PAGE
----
US Air Force Deployed Supersonic Strategic Bombers to South China Sea

Two U.S. Air Force bombers conducted training flights over the disputed waters last week.

US Air Force Deployed Supersonic Strategic Bombers to South China Sea
Credit: U.S. Air Force

The U.S. Air Force (USAF) dispatched two B-1B Lancer heavy strategic bombers from Andersen Air Force Base on Guam in the Western Pacific to the South China Sea on a ten-hour training mission on June 8, U.S. Pacific Command announced in a press statement last week.

The two B-1B Lancers, of USAF’s 9th Expeditionary Bomb Squadron (7th Bomb Wing), operated in conjunction with the U.S. Navy’s Arleigh Burke-class guided missile destroyer USS Sterett.  “The joint training, organized under Pacific Command’s continuous bomber presence program (CBP), allows the Air Force and Navy to increase interoperability by refining joint tactics, techniques and procedures while simultaneously strengthening their ability to seamlessly integrate their operations,” the statement reads.

B-1Bs of the 9th Expeditionary Bomb Squadron deployed to the Asia-Pacific in support of United States Pacific Command’s continuous bomber presence mission in the region this February. The unit replaced B-1B bombers and over 300 airmen from the 34th Expeditionary Bomb Squadron (28th Bomb Wing), which deployed to Guam from Ellsworth Air Force Base, South Dakota in August last year–the first deployment of B-1B bombers to Guam in over a decade.

“The supersonic Lancers replaced the base’s fleet of B-52H long-range heavy bombers,” I explained in February. “The USAF has routinely been stationing B-1, B-52H, and B-2 Spirit bombers in Guam since 2004.” The B-1Bs stationed on Guam “will provide a significant rapid global strike capability that enables readiness and commitment to deterrence, offers assurance to the U.S. allies and strengthens regional security and stability in the region,” according to a Pentagon press release from February 2017.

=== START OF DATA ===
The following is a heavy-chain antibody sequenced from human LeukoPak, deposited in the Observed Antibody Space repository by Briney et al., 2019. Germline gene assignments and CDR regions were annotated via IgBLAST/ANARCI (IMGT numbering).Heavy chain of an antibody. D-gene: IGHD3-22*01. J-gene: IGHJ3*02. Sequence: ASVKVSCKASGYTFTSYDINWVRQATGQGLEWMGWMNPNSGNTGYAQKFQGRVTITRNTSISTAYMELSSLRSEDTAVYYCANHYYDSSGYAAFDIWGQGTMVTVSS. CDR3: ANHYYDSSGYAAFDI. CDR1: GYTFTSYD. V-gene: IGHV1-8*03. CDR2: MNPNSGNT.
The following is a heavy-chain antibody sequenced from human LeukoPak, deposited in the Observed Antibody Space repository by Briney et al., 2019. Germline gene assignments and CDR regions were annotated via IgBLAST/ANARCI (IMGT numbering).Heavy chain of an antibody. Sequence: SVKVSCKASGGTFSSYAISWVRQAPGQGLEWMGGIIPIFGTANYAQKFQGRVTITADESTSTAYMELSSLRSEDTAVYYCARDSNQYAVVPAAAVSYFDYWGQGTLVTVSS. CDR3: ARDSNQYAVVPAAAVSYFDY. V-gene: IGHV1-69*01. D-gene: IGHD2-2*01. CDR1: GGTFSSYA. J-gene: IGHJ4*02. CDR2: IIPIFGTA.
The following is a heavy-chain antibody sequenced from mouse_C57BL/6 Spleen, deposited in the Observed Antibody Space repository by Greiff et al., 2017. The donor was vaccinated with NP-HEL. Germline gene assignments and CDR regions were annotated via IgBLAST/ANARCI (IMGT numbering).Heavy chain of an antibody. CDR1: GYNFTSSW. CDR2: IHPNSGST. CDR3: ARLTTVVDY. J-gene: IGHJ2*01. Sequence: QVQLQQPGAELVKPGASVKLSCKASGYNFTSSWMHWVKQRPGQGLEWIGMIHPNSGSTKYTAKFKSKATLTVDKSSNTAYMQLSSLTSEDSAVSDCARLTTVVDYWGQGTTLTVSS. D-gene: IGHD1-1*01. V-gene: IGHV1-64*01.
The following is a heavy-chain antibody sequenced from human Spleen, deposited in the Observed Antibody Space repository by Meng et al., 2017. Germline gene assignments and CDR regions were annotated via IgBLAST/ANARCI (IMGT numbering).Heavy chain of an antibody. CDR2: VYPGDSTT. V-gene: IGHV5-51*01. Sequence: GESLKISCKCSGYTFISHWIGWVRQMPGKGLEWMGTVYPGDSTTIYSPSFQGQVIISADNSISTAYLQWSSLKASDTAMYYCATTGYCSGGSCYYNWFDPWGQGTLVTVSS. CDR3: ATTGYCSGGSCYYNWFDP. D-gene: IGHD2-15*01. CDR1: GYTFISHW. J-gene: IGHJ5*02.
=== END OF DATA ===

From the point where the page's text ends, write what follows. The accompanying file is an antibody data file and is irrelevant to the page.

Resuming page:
“The USAF’s 62 B-1B Lancers are capable of carrying up to 75,000 pounds (34,000 kilograms) of weapons—the largest payload of both guided and unguided weapons in the USAF’s inventory. Though heavily armed, the bomber can reach a top speed of Mach 1.2 and can operate at altitudes above 30,000 feet (9,100 meters),” as I explained elsewhere.

China said that it remains vigilant as the United States is stepping up its military presence in the disputed waters. “China always maintains vigilance and effective monitoring of the relevant country’s military activities in the South China Sea,” China’s Ministry of Defense said in a statement on June 9, referring to the B-1B training flights. “China’s military will resolutely safeguard national sovereignty, security and regional peace and stability,” it added.

B-1Bs stationed on Guam participated in a number of training exercises and deterrence patrols in the region over the last months, especially in East Asia. A B-1B bomber conducted training missions with the Japan Air Self-Defense Force (JASDF) F-15J Eagles fighter jets and Republic of Korea Air Force (ROKAF) Slam Eagles and F-16s fighter jets in March.

“In September 2016, one supersonic B-1B Lancer heavy strategic bomber, escorted by USAF F-16 fighter jets and Republic of Korea Air Force (ROKAF) F-15K aircraft performed a low-level flight near the Demilitarized Zone (DMZ) on the Korean Peninsula and landed at Osan Air Base in South Korea,” I reported in February. “It was the closest a B-1B Lancer has ever flown to the border separating North and South Korea.”